The UK has reported a further 194,747 Covid cases in the past 24 hour period as pressure grows on the NHS to cancel surgeries.
The number is down from the 218,724 cases reported on Tuesday, although that update included delayed bank holiday data from Wales and Northern Ireland.
Another 334 people have died in the UK within 28 days of a positive Covid test, the most recent figures show, and this number includes part of a backlog in data for hospital deaths in England from 1-4 January.
A total of 17,276 people were in hospital in the UK with Covid as of 4 January, the most recent government figures show. This is up 5 per cent week-on-week and is the highest number since 19 February 2021.
A further 222,824 Covid booster and third dose vaccinations have taken place in the UK, taking the total number administered to 34.5 million.
The figures came after Boris Johnson met his cabinet in the morning to agree on continuing with plan B restrictions for three more weeks to tackle the more contagious Omicron strain of the virus.
At a Downing Street press conference last night, he said he would recommend to ministers that England should “ride out” the fourth wave with current measures, which include mask wearing in some public places and working from home.
A majority of the cabinet was already in favour of not implementing stricter curbs.
Giving an account of the meeting, a Downing Street statement said the PM told his top team the “next few weeks would be very challenging, particularly for the NHS where the number of people going into hospital because of Omicron will increase”.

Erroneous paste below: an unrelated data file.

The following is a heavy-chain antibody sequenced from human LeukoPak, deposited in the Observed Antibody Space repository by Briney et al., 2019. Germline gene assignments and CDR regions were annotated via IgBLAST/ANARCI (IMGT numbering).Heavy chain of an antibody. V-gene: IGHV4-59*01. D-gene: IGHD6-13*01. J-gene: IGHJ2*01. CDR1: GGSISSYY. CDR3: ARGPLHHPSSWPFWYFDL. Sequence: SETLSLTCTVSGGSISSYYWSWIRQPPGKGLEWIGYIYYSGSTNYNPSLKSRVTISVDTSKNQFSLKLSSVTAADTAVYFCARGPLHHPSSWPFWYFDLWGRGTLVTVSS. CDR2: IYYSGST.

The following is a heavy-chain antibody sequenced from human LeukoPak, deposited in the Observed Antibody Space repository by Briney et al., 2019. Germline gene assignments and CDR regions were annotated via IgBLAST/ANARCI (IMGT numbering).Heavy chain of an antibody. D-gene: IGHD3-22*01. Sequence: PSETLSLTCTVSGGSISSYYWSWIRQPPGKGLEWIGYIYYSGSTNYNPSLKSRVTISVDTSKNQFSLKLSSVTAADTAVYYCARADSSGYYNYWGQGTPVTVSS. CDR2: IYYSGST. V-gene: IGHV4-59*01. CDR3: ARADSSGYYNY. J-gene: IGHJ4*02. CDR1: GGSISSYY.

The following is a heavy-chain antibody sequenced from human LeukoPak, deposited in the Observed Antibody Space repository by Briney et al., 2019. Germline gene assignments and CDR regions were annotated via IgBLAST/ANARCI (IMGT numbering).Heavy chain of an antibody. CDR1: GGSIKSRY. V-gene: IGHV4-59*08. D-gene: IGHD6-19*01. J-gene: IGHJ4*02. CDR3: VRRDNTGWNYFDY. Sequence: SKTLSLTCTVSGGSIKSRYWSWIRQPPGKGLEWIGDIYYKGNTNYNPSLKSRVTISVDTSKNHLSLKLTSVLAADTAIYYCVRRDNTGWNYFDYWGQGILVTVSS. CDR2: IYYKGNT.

“The prime minister said the UK’s balanced approach, together with new evidence that Omicron is less severe than Delta, meant it was right to maintain the plan B measures, with a further review before the regulations expire on January 26,” the statement added.
“The prime minister said the government would continue to give the NHS all the support it needs to further manage the pressure it is under.
“Cabinet agreed this approach and put on record its thanks and appreciation for the incredible efforts of NHS staff who are once again rising to the challenge of the global pandemic.”
The Omicron-driven surge in coronavirus cases and the knock-on effect of staff absences is already causing major problems in parts of the health service.
A string of NHS trusts declared critical incidents and hospitals in Greater Manchester said they will pause some “non-urgent” surgery over the “rising impact” of Covid-19 and staffing shortages.
In other updates, Covid testing rules for people without symptoms are to be eased.
The UK Health Security Agency said that from 11 January, asymptomatic people in England who test positive will no longer require a confirmatory PCR test.